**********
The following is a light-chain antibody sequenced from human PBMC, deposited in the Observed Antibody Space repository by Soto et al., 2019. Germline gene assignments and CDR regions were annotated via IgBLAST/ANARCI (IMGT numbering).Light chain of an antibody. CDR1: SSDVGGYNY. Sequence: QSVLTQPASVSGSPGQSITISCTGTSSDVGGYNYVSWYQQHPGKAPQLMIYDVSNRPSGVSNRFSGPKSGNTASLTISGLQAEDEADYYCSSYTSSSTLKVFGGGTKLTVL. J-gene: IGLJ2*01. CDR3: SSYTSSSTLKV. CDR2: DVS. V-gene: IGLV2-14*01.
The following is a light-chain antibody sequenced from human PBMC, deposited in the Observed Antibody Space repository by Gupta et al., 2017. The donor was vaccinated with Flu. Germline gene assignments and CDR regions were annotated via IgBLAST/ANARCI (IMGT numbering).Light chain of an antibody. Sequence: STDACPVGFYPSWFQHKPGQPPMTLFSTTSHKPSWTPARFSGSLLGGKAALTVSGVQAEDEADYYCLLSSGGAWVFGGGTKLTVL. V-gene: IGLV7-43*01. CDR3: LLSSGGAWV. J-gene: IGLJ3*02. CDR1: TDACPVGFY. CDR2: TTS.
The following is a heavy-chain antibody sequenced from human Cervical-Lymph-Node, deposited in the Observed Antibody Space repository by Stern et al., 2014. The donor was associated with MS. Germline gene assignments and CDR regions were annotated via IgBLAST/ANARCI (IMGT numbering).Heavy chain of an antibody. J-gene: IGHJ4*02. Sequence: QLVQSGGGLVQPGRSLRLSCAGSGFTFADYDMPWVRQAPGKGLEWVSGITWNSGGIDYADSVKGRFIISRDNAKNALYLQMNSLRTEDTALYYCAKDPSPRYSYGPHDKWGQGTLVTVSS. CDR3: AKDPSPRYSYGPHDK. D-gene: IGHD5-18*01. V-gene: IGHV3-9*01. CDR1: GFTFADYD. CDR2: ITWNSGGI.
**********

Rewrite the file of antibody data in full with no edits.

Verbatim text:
The following is a light-chain antibody sequenced from human PBMC, deposited in the Observed Antibody Space repository by Soto et al., 2019. Germline gene assignments and CDR regions were annotated via IgBLAST/ANARCI (IMGT numbering).Light chain of an antibody. CDR1: SSDVGGYNY. Sequence: QSVLTQPASVSGSPGQSITISCTGTSSDVGGYNYVSWYQQHPGKAPQLMIYDVSNRPSGVSNRFSGPKSGNTASLTISGLQAEDEADYYCSSYTSSSTLKVFGGGTKLTVL. J-gene: IGLJ2*01. CDR3: SSYTSSSTLKV. CDR2: DVS. V-gene: IGLV2-14*01.
The following is a light-chain antibody sequenced from human PBMC, deposited in the Observed Antibody Space repository by Gupta et al., 2017. The donor was vaccinated with Flu. Germline gene assignments and CDR regions were annotated via IgBLAST/ANARCI (IMGT numbering).Light chain of an antibody. Sequence: STDACPVGFYPSWFQHKPGQPPMTLFSTTSHKPSWTPARFSGSLLGGKAALTVSGVQAEDEADYYCLLSSGGAWVFGGGTKLTVL. V-gene: IGLV7-43*01. CDR3: LLSSGGAWV. J-gene: IGLJ3*02. CDR1: TDACPVGFY. CDR2: TTS.
The following is a heavy-chain antibody sequenced from human Cervical-Lymph-Node, deposited in the Observed Antibody Space repository by Stern et al., 2014. The donor was associated with MS. Germline gene assignments and CDR regions were annotated via IgBLAST/ANARCI (IMGT numbering).Heavy chain of an antibody. J-gene: IGHJ4*02. Sequence: QLVQSGGGLVQPGRSLRLSCAGSGFTFADYDMPWVRQAPGKGLEWVSGITWNSGGIDYADSVKGRFIISRDNAKNALYLQMNSLRTEDTALYYCAKDPSPRYSYGPHDKWGQGTLVTVSS. CDR3: AKDPSPRYSYGPHDK. D-gene: IGHD5-18*01. V-gene: IGHV3-9*01. CDR1: GFTFADYD. CDR2: ITWNSGGI.